With one of the most infectious, yet highly controversial rap songs of 2008, south-east London born and raised Giggs met up with Flavour to talk about the positive message in his music, the storm surrounding his music and being a one-hit wonder.
Firstly, explain what your aliases Giggs and Hollowman are about?
My nickname when I was younger was Giggler as I used to smile a lot. Giggs is short for that. Hollowman is because nobody can ever find me hence I’m invisible (or hollow).
Why choose rap rather than jump on the grime bandwagon?
Because rapping is more emotional to me. I personally think it allows you to express your feelings more.
The UK rap scene is pretty much underground, why do you think you became so widely known?
Because I’ve been working hard and I’ve been dedicated to music for years now. The fact that I’m talented is just an added bonus.
Why did you decide to call your debut album Walk In The Park?
Because to me that’s what this music thing is. It’s what I do.
What have you been up to since the release of the album?
I finished the SN1 mixtape (Another Quick One), opened the SN1 Shop, shot the video for You Raised Me and won an award. Nothing much! (Puts his head back and laughs).
Why has been so much controversy surrounding your music?
A lot of industry people don’t believe in second chances. They have the mindset ‘once a criminal always a criminal’ and they refuse to see my achievements as something separate to my life before my music.
What would you say to those who feel that your music contains too much road talk?
That’s where I’m coming from. I could talk about somewhere I’m not from and things I haven’t gone through, but that would prove the people who believe my lyrics ‘are just talk’ right.
Experiencing the violence that you talk of in your lyrics, how did you manage to stay focused?
I just got on with it really. It wasn’t too bad. It’s not violence every single day of my life. I get Sunday’s off!
Despite all the negative press about gun and knife crime among young people, your music has received a rave response from the youth. Why do you think this is?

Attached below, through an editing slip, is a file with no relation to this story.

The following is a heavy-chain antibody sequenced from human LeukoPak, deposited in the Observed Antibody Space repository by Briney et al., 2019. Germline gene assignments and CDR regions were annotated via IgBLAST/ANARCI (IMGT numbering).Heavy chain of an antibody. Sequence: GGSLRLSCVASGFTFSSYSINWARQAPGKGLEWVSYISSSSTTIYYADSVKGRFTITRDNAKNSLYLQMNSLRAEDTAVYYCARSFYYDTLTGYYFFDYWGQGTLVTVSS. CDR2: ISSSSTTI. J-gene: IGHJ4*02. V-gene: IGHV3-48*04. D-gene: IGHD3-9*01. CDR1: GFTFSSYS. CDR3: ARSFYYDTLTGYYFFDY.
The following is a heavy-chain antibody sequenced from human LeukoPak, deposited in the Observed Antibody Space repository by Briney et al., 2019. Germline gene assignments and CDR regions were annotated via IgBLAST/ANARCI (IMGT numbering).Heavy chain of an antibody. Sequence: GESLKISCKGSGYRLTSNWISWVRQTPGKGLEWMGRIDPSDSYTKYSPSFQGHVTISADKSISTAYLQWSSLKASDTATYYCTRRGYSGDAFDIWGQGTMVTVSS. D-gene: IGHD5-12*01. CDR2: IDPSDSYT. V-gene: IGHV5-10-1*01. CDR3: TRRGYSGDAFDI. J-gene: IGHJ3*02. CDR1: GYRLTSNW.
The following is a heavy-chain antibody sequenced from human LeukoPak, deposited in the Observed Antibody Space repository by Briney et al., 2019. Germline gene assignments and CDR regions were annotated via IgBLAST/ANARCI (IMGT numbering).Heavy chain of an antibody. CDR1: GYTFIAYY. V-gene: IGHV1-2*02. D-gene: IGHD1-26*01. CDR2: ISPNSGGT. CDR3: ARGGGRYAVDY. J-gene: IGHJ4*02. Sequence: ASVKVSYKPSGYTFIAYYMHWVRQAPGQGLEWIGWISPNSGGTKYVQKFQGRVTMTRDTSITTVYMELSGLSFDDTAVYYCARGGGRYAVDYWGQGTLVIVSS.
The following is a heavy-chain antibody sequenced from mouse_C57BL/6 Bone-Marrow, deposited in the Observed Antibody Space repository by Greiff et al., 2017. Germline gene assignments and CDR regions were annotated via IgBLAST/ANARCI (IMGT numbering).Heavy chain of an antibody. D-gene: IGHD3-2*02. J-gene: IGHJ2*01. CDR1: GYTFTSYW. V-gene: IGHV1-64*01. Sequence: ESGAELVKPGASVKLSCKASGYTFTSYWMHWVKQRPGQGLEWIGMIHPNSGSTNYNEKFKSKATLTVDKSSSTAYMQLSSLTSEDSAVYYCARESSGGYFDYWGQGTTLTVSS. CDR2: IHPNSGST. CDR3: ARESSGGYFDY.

The youth can relate to my music. I have to make it clear though, there was violence before Walk In The Park so there isn’t a link between my music and the rise in violence. Don’t try throwing that in my direction.
OK, so with so much of the youth looking up to you right now, are there any positive messages that they can take from your music?
Yeah of course, I mean something that should be taken from my music is that no matter how negative your lifestyle is, you can always make it into something positive.
Would you ever change your image and lyrics to make yourself more marketable to record labels in pursuit of money?
No never! I need to stay true to me and that’s what I intend to do.
What was it like to win the BET UK Hip Hop Award 2008?
It felt magical. I was moved by all the love and support I got from people that supported the movement and I just find myself wanting to thank all of them and show my deep-routed appreciation every chance I get.
Do you hope to get a major record deal at some point in the future?
Yeah, everybody does! But the difference is I don’t want one of those ‘puppet on a string’ deals.
Is there any specific label you’d be happy to represent?
Yeah, the label that’s willing to show me the right cheque. Ideally, I would like to turn SN1 into a label because that’s what I represent all day, every day. That’s a big part of me.
For those that might be thinking Giggs was just a one hit wonder, what can we expect to hear from you in the near future?
You can expect proof because talk is cheap. Make sure you look out for Joe Grind’s album out in July!
Words by Simone Byer – Giggs graphic by Vince Frazer at Morpic Art